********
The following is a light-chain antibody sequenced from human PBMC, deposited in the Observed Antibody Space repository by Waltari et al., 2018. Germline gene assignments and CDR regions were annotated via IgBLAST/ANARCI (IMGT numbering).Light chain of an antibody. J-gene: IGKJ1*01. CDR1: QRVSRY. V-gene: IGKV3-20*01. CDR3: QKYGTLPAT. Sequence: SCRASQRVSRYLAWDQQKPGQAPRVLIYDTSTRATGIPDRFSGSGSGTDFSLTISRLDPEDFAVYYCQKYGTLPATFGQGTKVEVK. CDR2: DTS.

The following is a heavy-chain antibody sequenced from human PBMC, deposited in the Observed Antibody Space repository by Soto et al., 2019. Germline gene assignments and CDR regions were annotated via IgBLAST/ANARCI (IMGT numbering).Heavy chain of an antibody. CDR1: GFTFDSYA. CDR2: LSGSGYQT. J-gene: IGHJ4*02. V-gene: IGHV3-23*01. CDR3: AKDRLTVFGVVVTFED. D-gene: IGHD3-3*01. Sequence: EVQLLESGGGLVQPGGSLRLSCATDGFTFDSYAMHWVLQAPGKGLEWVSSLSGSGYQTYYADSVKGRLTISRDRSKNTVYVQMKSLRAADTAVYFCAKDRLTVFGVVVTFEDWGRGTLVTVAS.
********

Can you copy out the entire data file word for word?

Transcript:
The following is a light-chain antibody sequenced from human PBMC, deposited in the Observed Antibody Space repository by Waltari et al., 2018. Germline gene assignments and CDR regions were annotated via IgBLAST/ANARCI (IMGT numbering).Light chain of an antibody. J-gene: IGKJ1*01. CDR1: QRVSRY. V-gene: IGKV3-20*01. CDR3: QKYGTLPAT. Sequence: SCRASQRVSRYLAWDQQKPGQAPRVLIYDTSTRATGIPDRFSGSGSGTDFSLTISRLDPEDFAVYYCQKYGTLPATFGQGTKVEVK. CDR2: DTS.

The following is a heavy-chain antibody sequenced from human PBMC, deposited in the Observed Antibody Space repository by Soto et al., 2019. Germline gene assignments and CDR regions were annotated via IgBLAST/ANARCI (IMGT numbering).Heavy chain of an antibody. CDR1: GFTFDSYA. CDR2: LSGSGYQT. J-gene: IGHJ4*02. V-gene: IGHV3-23*01. CDR3: AKDRLTVFGVVVTFED. D-gene: IGHD3-3*01. Sequence: EVQLLESGGGLVQPGGSLRLSCATDGFTFDSYAMHWVLQAPGKGLEWVSSLSGSGYQTYYADSVKGRLTISRDRSKNTVYVQMKSLRAADTAVYFCAKDRLTVFGVVVTFEDWGRGTLVTVAS.